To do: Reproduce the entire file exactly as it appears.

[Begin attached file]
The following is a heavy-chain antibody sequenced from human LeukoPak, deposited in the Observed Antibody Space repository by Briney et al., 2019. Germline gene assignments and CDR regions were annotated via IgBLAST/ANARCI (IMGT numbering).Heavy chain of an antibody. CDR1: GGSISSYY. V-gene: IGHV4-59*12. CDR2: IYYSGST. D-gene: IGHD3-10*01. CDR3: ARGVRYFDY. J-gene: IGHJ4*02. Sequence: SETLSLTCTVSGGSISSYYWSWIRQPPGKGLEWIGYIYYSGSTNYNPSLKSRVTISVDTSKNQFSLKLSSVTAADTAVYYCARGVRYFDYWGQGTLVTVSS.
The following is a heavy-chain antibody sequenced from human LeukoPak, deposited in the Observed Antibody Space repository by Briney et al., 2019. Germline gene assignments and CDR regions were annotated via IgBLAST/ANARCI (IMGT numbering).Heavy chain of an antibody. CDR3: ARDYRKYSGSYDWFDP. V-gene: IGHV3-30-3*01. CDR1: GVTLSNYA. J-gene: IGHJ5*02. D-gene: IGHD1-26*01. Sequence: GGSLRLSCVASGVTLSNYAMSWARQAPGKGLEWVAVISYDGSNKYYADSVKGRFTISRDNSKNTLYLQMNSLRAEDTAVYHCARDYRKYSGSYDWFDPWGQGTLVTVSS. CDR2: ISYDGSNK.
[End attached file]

The following is a heavy-chain antibody sequenced from human LeukoPak, deposited in the Observed Antibody Space repository by Briney et al., 2019. Germline gene assignments and CDR regions were annotated via IgBLAST/ANARCI (IMGT numbering).Heavy chain of an antibody. CDR1: GGSISSYY. V-gene: IGHV4-59*12. CDR2: IYYSGST. D-gene: IGHD3-10*01. CDR3: ARGVRYFDY. J-gene: IGHJ4*02. Sequence: SETLSLTCTVSGGSISSYYWSWIRQPPGKGLEWIGYIYYSGSTNYNPSLKSRVTISVDTSKNQFSLKLSSVTAADTAVYYCARGVRYFDYWGQGTLVTVSS.
The following is a heavy-chain antibody sequenced from human LeukoPak, deposited in the Observed Antibody Space repository by Briney et al., 2019. Germline gene assignments and CDR regions were annotated via IgBLAST/ANARCI (IMGT numbering).Heavy chain of an antibody. CDR3: ARDYRKYSGSYDWFDP. V-gene: IGHV3-30-3*01. CDR1: GVTLSNYA. J-gene: IGHJ5*02. D-gene: IGHD1-26*01. Sequence: GGSLRLSCVASGVTLSNYAMSWARQAPGKGLEWVAVISYDGSNKYYADSVKGRFTISRDNSKNTLYLQMNSLRAEDTAVYHCARDYRKYSGSYDWFDPWGQGTLVTVSS. CDR2: ISYDGSNK.